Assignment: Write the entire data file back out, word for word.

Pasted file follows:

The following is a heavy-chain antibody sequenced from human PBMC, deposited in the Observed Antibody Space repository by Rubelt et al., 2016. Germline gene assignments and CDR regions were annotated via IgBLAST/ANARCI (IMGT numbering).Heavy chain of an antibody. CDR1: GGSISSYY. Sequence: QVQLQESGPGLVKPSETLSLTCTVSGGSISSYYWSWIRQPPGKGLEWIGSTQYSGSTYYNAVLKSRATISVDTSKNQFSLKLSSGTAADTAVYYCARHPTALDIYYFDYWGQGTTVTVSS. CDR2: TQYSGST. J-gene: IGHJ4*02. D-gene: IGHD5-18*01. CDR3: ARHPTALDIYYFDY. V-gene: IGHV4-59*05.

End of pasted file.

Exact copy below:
The following is a heavy-chain antibody sequenced from human PBMC, deposited in the Observed Antibody Space repository by Rubelt et al., 2016. Germline gene assignments and CDR regions were annotated via IgBLAST/ANARCI (IMGT numbering).Heavy chain of an antibody. CDR1: GGSISSYY. Sequence: QVQLQESGPGLVKPSETLSLTCTVSGGSISSYYWSWIRQPPGKGLEWIGSTQYSGSTYYNAVLKSRATISVDTSKNQFSLKLSSGTAADTAVYYCARHPTALDIYYFDYWGQGTTVTVSS. CDR2: TQYSGST. J-gene: IGHJ4*02. D-gene: IGHD5-18*01. CDR3: ARHPTALDIYYFDY. V-gene: IGHV4-59*05.